With the Digital Age in full swing, conventional marketing tactics have fallen by the wayside. Consumers have gotten tired of seeing sales pitches everywhere they turn. So, instead of using outbound marketing techniques that can be perceived as disruptive and annoying, many leading brands have switched to content marketing.

What is Content Marketing?

When you think of advertising, the first things that enter your mind are probably billboards, flyers, television commercials, radio ads and other traditional methods similar to those.

Content marketing is the use of blogs, books and magazines to boost the online presence of a brand. Instead of shoving an ad in the face of your target audience, you simply provide them with a useful resource that gives them information and subtly promotes your company.

One of the earliest examples of content marketing comes from Jell-O. In 1904, the company offered a free recipe book to their customers. It worked like a charm and resulted in over $1 million in sales.

In today’s world, you can easily adapt this method to work well with digital marketing. Sticking with the Jell-O example, the brand now offers a blog that is full of new recipes. It is free to anyone, which means that it doesn’t require a purchase. Using delicious dessert recipes and enticing photos, the company is indirectly promoting their product through their blog. When a visitor finds a recipe they want to try, they are more likely to buy the required Jell-O pudding product.

That is content marketing at its best.

Content Marketing vs. Inbound Marketing

Inbound marketing is somewhat similar to content marketing in that they are both non-invasive methods of advertisement. With inbound marketing, brands let the consumers come to them versus the other way around.

No spam emails, no loud radio ads and nothing that feels abrupt or disruptive. However, inbound marketing is a touch more obvious than content marketing.

For example, on the recipe blog, visitors may come across a targeted ad in the form of a pop-up or banner. This is not an unsolicited ad because the potential customer sought out this website. Therefore, they are more open and accepting of advertisements as long as the pop-ups and banners aren’t too intrusive.

Another difference between these two digital marketing techniques is that content marketing focuses more on writing content that will be shared across many different social media platforms while inbound marketing focuses on building a website with content that inspires the visitors to buy a product, fill out a form or subscribe to an email list.

You could look at it this way – content marketing helps to build a relationship between the brand and the consumer while inbound marketing is meant to encourage the consumer to take action.

Benefits of Content Marketing

As we touched on briefly with the Jell-O example, content marketing can drive your sales exponentially.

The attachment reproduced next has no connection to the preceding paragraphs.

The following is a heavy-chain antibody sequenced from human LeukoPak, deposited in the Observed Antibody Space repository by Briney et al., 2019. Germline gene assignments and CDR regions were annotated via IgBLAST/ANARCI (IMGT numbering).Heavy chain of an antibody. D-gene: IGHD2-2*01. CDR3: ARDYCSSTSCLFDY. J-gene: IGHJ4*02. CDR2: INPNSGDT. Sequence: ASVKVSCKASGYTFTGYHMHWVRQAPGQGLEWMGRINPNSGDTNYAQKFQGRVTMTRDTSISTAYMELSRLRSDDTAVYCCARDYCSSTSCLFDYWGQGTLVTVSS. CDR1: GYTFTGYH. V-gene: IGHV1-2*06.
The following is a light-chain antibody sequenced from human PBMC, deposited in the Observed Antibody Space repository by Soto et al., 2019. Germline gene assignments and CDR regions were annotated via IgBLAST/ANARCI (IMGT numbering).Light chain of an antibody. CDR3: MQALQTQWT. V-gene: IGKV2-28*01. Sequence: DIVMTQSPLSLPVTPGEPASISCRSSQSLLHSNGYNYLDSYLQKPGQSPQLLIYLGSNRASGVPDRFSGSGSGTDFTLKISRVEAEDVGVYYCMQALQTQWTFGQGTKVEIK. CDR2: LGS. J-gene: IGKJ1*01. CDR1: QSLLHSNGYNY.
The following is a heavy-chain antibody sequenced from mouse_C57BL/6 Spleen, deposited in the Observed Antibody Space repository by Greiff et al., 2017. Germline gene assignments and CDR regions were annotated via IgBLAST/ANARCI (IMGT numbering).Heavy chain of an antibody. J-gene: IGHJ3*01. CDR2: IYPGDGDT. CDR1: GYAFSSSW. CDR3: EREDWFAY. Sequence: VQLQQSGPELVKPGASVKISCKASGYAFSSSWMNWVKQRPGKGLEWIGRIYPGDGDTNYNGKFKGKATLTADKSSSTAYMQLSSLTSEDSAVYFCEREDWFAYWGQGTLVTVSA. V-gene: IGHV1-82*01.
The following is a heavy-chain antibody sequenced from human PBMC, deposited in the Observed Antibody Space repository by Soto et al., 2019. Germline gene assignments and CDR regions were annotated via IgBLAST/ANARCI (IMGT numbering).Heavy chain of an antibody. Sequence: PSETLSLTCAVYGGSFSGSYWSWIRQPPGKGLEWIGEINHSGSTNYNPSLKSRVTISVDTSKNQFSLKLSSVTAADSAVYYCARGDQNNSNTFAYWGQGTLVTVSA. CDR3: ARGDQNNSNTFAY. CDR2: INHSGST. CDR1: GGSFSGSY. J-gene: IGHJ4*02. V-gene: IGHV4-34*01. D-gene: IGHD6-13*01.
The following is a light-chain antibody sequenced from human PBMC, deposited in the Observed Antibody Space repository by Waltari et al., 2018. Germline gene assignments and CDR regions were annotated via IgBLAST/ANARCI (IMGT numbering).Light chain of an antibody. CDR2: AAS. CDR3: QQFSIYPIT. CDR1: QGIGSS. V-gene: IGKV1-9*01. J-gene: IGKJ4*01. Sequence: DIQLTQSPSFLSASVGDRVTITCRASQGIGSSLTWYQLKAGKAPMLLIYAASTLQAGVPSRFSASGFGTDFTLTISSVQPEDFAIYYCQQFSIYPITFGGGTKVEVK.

Everyone loves to feel like they are getting something of value for free. By offering curated content that is created for your target audience, you are providing consumers with a valuable resource. Websites that have useful blogs are great at attracting new leads and keeping old leads hooked.

If the content you offer is valuable enough to your audience, they will most likely subscribe to your email list to be notified every time you post something new. They will also be more inclined to share your blog posts on social media platforms such as Instagram, Facebook and Twitter, which will put your content in front of new eyes.

Essentially, it allows you to build and nurture an online community of loyal fans who will keep coming back for more of your inspiring content.

Crafting the Right Strategy

By now, you’re probably thinking about how you can create a sustainable content strategy. After all, there are only so many blog ideas out there, right?

Here’s where things get fun. There are endless ideas for blogs at your disposal and an overabundance of resources you can use to help – from scheduling posts in advance to coming up with attractive titles – with content creation.

First, if writing is not your strong point, you can outsource this task to a remote freelance writer. These creative professionals are brimming with ideas and can help take the job of writing off your hands. However, that does not mean that you shouldn’t spearhead the content strategy.

Work with your marketing team to come up with a content strategy that works. Decide how often you need to post new content and which platforms are best for your product or service. You don’t want to overload your audience with too many posts. If you post too frequently, your audience either won’t see every post or they will become annoyed by your brand and potentially unsubscribe or unfollow.

Analytics and Reporting

Once your content strategy is in place and moving, track the progress of each post you make. This will allow you to gather data about your target audience, which will help you adapt your content marketing tactics.

With analytics and reporting, you will learn what type of content your audience likes to see by observing which posts were the most successful and which ones were not.

Wrapping Up Content Marketing

Begin working on a content strategy for your brand. To learn more about marketing automation and content marketing, visit the SharpSpring website today.

Katrina McAfee
Over the past 10 years, Katrina has created and implemented marketing plans for industries ranging from health care, transportation, animal welfare and rescue, hospice communities, and much more. At SharpSpring, Katrina’s main focus is coordinating lead generation marketing activities to boost sales for the company.